ICANN’s analysis suggests that DNS abuse might not be spiraling out of control after all.
ICANN published a report today summarizing DNS abuse in recent years. Given all of the focus on DNS abuse recently (including multiple new organizations created to tackle it), the report draws a surprising conclusion: DNS abuse appears to be going down.
CEO Göran Marby previewed this data at the recent ICANN meeting when he showed one of the charts, and Internet Commerce Association General Counsel Zak Muscovitch and I discuss it on next week’s podcast.
ICANN’s report points out that many snapshots of DNS abuse are just that: snapshots. When you take a longer-term look at recorded DNS abuse based on blocklists, the numbers are heading down. This includes both the raw number of domains and normalized data based on the number of registered domains.
A significant part of the drop is due to Spamhaus reporting fewer spam domains.
Of course, you can slice and dice the data any way you’d like to show what you want. Restrict the time period or limit your data providers. Or use a different definition of DNS abuse.
At the same time, I wonder if the mantra for tackling DNS abuse should be “It’s bad, but getting better.”
Jothan Frakes says
The rift in the divergent narratives comes from how one performs the representation of the actual data. In the context of DNS Abuse ICANN is presenting the data correctly.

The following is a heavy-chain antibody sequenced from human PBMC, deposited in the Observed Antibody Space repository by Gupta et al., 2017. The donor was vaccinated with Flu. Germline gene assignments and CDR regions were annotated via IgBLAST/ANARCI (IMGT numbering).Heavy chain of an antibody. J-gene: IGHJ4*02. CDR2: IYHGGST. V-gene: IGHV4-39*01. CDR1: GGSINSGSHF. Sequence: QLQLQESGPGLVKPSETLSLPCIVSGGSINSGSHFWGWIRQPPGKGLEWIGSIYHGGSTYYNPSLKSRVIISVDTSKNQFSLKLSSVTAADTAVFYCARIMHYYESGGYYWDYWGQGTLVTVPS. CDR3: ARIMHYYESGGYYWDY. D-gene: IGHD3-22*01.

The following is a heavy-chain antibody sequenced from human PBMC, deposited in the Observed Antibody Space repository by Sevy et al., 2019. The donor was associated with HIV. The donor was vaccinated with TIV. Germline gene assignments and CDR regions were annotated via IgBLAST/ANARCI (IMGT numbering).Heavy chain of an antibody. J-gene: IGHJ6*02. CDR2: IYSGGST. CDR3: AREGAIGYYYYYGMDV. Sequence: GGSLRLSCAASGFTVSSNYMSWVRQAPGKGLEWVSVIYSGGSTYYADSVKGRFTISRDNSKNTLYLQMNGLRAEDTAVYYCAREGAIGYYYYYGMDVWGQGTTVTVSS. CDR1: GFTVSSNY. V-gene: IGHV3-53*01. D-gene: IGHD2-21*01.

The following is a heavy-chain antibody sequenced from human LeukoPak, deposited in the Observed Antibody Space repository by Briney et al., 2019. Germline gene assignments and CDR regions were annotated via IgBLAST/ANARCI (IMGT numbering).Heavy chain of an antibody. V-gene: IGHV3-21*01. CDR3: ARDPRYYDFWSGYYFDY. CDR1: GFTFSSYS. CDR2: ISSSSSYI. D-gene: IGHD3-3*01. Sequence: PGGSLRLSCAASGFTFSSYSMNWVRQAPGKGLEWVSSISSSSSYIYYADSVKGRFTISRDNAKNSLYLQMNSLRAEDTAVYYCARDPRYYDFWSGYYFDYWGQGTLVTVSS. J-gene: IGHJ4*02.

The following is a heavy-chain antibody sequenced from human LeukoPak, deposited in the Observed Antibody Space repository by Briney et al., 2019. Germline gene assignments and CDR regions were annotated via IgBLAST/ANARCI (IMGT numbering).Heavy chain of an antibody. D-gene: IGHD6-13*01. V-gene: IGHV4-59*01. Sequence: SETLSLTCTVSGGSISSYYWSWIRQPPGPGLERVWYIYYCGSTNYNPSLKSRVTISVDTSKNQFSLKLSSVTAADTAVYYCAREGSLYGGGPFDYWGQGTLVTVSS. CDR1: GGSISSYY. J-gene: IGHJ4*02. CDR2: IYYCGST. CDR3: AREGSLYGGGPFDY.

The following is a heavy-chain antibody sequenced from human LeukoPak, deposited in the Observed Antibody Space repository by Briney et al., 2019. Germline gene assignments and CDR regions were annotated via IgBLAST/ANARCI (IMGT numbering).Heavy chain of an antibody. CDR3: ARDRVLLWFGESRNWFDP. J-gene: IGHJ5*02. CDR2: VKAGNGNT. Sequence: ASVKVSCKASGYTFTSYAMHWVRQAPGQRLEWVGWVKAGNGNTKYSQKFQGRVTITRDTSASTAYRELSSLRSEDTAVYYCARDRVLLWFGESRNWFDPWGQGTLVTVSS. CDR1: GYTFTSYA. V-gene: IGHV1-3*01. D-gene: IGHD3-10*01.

A unique and distinct domain looks like this:
A reported distinct URL can look like any of these variations and combinations of subdomains and subpaths, and protocols:
Despite all those variations (and I was brief in how many variations that actually occur in the wild), the latter appears as 10 entries.
The former, the actual base domain name (which is the only actionable component for a registry or registrar aka “DNS Abuse”) is the single domain name. All ten collapse down into a single domain name. ICANN deals with Domain Names, not URLs. Full stop.
For those who benefit somehow from expanding the alacrity over the matter, presenting the 10 different URLs aids them in getting the alacrity gasps from those unfamiliar with the matter.
So, ICANN is presenting the numbers accurately with respect to the count of domains, and where there is dissenting reports, hopefully my comment helps expliain why.
Theo Geurts says
We see the same trend on our DNS Abuse Insight monitoring program. However, we see a sharp increase over the last 18 months when it comes to compromised websites.
Our abuse levels taken everything into account are at 0.02% If we break that number down.
10% malicious registered domain names vs 90% compromised URLS & hostnames.
The issue with the 90% is, that it is on a hosting level and not on a registrar level. Regardless, policy makers within ICANN should get a better understanding of what is DNS abuse and where it takes place within the DNS.
Plus a good question would be, why are criminals shifting?